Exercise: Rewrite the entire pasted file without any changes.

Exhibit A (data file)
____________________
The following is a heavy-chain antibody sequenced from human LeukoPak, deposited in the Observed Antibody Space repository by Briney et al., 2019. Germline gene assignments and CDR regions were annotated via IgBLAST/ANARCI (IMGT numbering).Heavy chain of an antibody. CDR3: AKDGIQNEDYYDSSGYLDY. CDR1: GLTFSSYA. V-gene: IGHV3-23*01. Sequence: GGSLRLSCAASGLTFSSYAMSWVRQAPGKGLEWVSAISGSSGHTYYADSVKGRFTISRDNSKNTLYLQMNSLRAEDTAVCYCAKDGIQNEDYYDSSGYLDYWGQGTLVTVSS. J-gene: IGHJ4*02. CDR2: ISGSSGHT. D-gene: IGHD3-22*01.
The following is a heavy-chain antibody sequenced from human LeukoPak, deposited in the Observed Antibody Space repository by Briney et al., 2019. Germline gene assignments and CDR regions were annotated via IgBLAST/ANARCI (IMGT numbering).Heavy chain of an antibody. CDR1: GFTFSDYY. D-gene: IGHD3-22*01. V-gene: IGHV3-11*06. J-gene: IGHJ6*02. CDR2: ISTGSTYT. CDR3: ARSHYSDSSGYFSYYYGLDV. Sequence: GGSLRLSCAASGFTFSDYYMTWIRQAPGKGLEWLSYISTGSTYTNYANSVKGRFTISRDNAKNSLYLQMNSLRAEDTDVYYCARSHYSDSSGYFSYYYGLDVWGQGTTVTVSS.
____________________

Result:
The following is a heavy-chain antibody sequenced from human LeukoPak, deposited in the Observed Antibody Space repository by Briney et al., 2019. Germline gene assignments and CDR regions were annotated via IgBLAST/ANARCI (IMGT numbering).Heavy chain of an antibody. CDR3: AKDGIQNEDYYDSSGYLDY. CDR1: GLTFSSYA. V-gene: IGHV3-23*01. Sequence: GGSLRLSCAASGLTFSSYAMSWVRQAPGKGLEWVSAISGSSGHTYYADSVKGRFTISRDNSKNTLYLQMNSLRAEDTAVCYCAKDGIQNEDYYDSSGYLDYWGQGTLVTVSS. J-gene: IGHJ4*02. CDR2: ISGSSGHT. D-gene: IGHD3-22*01.
The following is a heavy-chain antibody sequenced from human LeukoPak, deposited in the Observed Antibody Space repository by Briney et al., 2019. Germline gene assignments and CDR regions were annotated via IgBLAST/ANARCI (IMGT numbering).Heavy chain of an antibody. CDR1: GFTFSDYY. D-gene: IGHD3-22*01. V-gene: IGHV3-11*06. J-gene: IGHJ6*02. CDR2: ISTGSTYT. CDR3: ARSHYSDSSGYFSYYYGLDV. Sequence: GGSLRLSCAASGFTFSDYYMTWIRQAPGKGLEWLSYISTGSTYTNYANSVKGRFTISRDNAKNSLYLQMNSLRAEDTDVYYCARSHYSDSSGYFSYYYGLDVWGQGTTVTVSS.